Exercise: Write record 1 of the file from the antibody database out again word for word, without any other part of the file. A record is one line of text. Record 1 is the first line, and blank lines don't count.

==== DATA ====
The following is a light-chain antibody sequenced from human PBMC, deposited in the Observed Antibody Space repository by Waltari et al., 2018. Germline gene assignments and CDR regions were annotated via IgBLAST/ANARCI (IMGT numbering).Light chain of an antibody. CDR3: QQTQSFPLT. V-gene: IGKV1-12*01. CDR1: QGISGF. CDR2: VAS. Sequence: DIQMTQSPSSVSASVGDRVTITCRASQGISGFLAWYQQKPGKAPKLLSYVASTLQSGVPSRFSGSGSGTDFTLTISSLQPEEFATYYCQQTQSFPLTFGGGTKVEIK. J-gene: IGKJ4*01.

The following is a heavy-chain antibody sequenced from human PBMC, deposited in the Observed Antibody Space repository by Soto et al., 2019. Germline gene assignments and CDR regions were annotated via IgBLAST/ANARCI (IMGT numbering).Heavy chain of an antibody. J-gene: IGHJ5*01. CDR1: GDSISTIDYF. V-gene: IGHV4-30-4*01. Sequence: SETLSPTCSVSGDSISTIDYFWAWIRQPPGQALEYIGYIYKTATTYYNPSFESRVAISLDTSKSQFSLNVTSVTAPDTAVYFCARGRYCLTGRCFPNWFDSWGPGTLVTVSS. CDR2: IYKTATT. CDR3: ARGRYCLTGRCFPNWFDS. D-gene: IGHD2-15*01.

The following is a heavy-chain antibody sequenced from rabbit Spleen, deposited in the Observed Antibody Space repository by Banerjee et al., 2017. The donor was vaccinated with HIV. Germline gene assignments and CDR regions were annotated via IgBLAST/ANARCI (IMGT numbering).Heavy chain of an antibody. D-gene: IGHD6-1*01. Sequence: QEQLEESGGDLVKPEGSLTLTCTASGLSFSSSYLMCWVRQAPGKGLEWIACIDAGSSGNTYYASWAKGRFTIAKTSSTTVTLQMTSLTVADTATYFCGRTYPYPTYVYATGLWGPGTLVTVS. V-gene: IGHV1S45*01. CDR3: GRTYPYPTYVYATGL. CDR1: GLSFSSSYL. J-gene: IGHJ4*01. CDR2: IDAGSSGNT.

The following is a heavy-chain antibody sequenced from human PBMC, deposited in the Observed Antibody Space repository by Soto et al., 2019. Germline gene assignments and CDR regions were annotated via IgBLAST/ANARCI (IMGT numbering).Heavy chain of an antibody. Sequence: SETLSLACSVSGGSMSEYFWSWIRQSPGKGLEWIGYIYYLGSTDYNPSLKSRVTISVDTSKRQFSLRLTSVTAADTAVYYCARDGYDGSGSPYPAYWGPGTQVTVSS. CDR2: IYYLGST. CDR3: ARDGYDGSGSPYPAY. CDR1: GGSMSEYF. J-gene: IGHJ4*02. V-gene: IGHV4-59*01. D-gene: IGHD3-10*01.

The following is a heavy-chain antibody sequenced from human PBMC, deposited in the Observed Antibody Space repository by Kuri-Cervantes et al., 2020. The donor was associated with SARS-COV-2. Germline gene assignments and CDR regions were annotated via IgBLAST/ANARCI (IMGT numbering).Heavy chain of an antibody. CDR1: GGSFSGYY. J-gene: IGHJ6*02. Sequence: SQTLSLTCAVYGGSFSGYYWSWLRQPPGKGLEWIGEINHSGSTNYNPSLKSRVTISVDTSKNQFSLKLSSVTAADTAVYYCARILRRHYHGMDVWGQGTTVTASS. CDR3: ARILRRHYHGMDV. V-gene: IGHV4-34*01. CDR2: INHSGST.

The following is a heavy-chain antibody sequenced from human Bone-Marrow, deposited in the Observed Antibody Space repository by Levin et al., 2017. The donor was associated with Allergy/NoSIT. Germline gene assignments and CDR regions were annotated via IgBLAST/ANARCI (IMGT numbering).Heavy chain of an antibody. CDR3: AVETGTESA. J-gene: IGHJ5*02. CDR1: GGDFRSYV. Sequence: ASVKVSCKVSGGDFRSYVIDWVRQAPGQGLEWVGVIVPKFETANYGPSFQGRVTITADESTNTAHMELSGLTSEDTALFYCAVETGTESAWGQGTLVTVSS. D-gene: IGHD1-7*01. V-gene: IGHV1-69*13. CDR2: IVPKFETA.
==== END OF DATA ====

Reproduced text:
The following is a light-chain antibody sequenced from human PBMC, deposited in the Observed Antibody Space repository by Waltari et al., 2018. Germline gene assignments and CDR regions were annotated via IgBLAST/ANARCI (IMGT numbering).Light chain of an antibody. CDR3: QQTQSFPLT. V-gene: IGKV1-12*01. CDR1: QGISGF. CDR2: VAS. Sequence: DIQMTQSPSSVSASVGDRVTITCRASQGISGFLAWYQQKPGKAPKLLSYVASTLQSGVPSRFSGSGSGTDFTLTISSLQPEEFATYYCQQTQSFPLTFGGGTKVEIK. J-gene: IGKJ4*01.